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24 How do I Write a Response Essay?

Pre-writing steps:

  • Read the essay prompt carefully.
  • Activate schema

Actively read the assigned article.

Analyze the article to determine the rhetorical situation.

  • Consider your own thoughts about the article.
  • Decide how you want to respond.

Conference #1

Structure your essay.

  • Outline the essay you want to write.

Draft a working thesis.

Drafting the essay:

Write a summary of the article as your introduction.

Write 3 or more body paragraphs in response to the article.

Review your draft so far.

Write the conclusion to summarize your thoughts.

Revising steps:

Peer review

Conference #2

  • Revise your essay.
  • Proofread your essay.

—————————————–

Read the essay prompt carefully

  • Highlight or note the important points
  • Ask questions for any part that isn’t clear to you.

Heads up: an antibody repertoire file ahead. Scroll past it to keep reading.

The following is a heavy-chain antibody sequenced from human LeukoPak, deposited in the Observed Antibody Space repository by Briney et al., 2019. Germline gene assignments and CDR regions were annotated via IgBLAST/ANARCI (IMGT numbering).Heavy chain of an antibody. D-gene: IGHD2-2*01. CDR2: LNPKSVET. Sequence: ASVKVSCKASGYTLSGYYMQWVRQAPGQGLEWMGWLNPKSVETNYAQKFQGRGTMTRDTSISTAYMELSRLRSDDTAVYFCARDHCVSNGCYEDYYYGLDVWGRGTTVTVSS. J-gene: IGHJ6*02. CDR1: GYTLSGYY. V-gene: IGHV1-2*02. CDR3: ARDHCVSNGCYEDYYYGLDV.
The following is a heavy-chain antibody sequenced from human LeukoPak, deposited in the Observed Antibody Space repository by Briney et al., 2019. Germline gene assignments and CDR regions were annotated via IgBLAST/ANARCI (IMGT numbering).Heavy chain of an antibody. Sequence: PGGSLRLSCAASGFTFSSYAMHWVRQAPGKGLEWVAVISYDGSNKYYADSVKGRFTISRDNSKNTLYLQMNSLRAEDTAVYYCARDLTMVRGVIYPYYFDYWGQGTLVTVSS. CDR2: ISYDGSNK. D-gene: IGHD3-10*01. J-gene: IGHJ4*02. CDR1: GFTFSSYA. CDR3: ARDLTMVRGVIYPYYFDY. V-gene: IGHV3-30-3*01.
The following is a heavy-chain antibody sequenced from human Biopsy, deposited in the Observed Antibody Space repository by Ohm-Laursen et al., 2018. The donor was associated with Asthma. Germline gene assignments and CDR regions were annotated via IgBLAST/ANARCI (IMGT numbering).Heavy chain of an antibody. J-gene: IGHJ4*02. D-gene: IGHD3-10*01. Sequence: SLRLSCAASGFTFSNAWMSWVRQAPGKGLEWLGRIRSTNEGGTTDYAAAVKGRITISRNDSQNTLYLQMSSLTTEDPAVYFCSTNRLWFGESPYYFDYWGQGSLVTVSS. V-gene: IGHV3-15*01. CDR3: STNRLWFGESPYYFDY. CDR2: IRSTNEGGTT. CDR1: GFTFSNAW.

• Retrieve your assigned article.

Activate schema.

  • Skim and scan the article to identify the topic and the author(s).  Look for subtitles and boldly printed words.  Read the author’s bio which is often located at the beginning or at the end of the article.  Identify the publication.  Read the first sentence of each paragraph.  Ask yourself, “Am I familiar with this topic?” This will help you to activate your schema.
  • identify the key points and ideas
  • make note of where you agree or disagree
  • highlight impactful sentences to quote the author later
  • paraphrase the author’s words
  • summarize the article
  • What is the message?
  • What is the context?
  • Who is the author?
  • What is the author’s purpose?
  • What is the structure of the text?
  • Who is the audience?

Consider your own thoughts about the author and their message.

  • What do I think about this topic?
  • Is this author trustworthy?
  • Is the article written to inform or persuade me?
  • If it is written to persuade, on which points do I agree or disagree?